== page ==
In the quest for clear and healthy skin, understanding comedogenic ratings can be a valuable tool. However, it's important not to see these ratings as set in stone but as variables that have to be put into context of concentration in the product and sensitivity of your skin. The numbers represent a worst-case scenario, namely super-sensitive skin (Rabbit Ear Model) and a concentration of 100%. It lies in your responsibility to interpret these numbers appropriately.

 

Comedogenic Rating Table

 Below you can see a table with all major substances and their respective comedogenic rating. You can search for ingredients in the search bar and click on the headings to sort ingredients (alphabetically) and comedogenic rating (numerically) ascending or descending. If there's an ingredient missing, feel free to reach out to us and we'll check if there's any data on it!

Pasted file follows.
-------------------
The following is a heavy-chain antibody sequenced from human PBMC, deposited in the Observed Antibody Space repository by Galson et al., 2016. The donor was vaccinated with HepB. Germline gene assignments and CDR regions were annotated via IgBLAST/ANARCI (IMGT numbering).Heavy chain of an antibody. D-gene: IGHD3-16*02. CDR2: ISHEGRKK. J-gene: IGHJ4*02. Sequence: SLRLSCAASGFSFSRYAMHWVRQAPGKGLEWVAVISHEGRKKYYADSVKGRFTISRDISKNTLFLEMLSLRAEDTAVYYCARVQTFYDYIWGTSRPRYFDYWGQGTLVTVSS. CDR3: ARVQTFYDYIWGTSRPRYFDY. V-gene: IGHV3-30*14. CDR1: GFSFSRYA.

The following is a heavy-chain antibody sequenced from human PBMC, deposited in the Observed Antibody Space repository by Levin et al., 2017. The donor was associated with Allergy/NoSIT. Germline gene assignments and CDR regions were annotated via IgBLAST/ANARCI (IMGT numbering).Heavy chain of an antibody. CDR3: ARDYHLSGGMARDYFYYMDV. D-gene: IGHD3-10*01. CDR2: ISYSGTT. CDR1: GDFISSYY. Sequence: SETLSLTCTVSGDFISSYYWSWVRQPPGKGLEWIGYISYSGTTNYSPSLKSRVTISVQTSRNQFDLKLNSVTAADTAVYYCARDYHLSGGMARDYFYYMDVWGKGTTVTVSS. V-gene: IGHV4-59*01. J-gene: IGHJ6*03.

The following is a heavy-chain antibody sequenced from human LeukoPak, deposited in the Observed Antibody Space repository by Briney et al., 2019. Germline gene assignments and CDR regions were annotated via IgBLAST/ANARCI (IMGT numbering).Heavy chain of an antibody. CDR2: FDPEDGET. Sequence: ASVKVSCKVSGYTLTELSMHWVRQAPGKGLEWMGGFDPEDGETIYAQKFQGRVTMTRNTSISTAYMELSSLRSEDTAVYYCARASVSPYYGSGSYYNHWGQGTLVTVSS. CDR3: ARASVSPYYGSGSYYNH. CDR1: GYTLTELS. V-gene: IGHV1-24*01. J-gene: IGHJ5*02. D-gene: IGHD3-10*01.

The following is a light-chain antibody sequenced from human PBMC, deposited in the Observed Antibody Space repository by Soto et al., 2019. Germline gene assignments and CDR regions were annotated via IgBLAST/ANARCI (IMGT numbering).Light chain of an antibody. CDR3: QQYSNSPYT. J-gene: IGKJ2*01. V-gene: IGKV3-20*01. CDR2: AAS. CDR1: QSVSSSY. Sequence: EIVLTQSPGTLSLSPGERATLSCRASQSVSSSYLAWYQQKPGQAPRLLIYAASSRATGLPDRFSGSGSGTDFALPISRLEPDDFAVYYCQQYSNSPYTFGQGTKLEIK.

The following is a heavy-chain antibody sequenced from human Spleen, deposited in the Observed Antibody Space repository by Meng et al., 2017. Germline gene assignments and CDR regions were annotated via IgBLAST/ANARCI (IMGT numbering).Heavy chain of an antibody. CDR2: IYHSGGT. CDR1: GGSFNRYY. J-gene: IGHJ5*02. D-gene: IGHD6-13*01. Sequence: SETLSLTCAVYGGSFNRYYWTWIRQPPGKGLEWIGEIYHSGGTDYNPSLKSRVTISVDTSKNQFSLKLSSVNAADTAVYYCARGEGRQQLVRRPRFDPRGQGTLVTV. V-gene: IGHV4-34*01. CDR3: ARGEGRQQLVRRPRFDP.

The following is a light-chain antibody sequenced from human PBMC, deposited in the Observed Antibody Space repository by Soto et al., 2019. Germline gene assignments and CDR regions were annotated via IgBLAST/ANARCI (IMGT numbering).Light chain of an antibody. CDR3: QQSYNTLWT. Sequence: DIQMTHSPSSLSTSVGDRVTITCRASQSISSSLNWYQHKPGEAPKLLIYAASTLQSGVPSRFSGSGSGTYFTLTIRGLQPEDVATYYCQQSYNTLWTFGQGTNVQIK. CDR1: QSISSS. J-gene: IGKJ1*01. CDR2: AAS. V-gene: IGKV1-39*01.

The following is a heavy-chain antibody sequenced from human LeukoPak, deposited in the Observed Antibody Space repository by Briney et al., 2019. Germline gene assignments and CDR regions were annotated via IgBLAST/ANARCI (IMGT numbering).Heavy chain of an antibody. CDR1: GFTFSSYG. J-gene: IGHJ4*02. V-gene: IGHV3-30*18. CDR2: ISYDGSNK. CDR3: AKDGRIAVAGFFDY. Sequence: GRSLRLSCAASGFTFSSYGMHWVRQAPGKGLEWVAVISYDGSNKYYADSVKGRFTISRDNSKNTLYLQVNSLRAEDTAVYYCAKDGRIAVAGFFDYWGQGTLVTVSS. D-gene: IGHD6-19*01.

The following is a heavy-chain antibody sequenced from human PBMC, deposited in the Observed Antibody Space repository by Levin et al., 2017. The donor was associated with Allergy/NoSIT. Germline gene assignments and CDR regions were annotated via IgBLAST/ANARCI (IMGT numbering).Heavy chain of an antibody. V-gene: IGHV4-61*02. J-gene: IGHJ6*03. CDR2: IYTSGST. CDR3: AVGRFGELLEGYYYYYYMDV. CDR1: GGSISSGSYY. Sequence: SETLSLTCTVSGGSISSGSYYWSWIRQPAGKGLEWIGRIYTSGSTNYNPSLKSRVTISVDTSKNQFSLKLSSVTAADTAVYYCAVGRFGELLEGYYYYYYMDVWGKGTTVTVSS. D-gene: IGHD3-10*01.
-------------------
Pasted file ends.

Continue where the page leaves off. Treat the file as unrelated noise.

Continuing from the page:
Ingredient Comedogenic Rating

comment 3 comments

K
Kelly F. calendar_today

Thanks so much for this list. Every time I buy a new cosmetic product, I just open this site (bookmarked it on my phone) and check the ingredients meticulously for their comedogenic rating. I suffer from really bad acne and since I do this, it has gotten much better already!!

J
Jenna Riley calendar_today

This article was so enlightening! When I hear influencers talking about the comedogenic rating, it always sounds like you should avoid ingredients with a rating >3 at all costs if you have acne. But obviously it’s much more nuanced than that. Thanks for not scaremongering and bringing light to this topic!

N
Nina G. calendar_today

I always read about the comedogenic rating but never actually knew the background behind it! Definitely makes me a lot less paranoid. If I saw a product with an ingredient with a rating of around 4-5, I always used to rule out the possibility of ever buying it. Now I know that if those ingredients are at the end of the list, there’s really nothing to worry about. This will make my purchasing decisions easier and definitely bring a few new products into my routine. Great article, thank you!!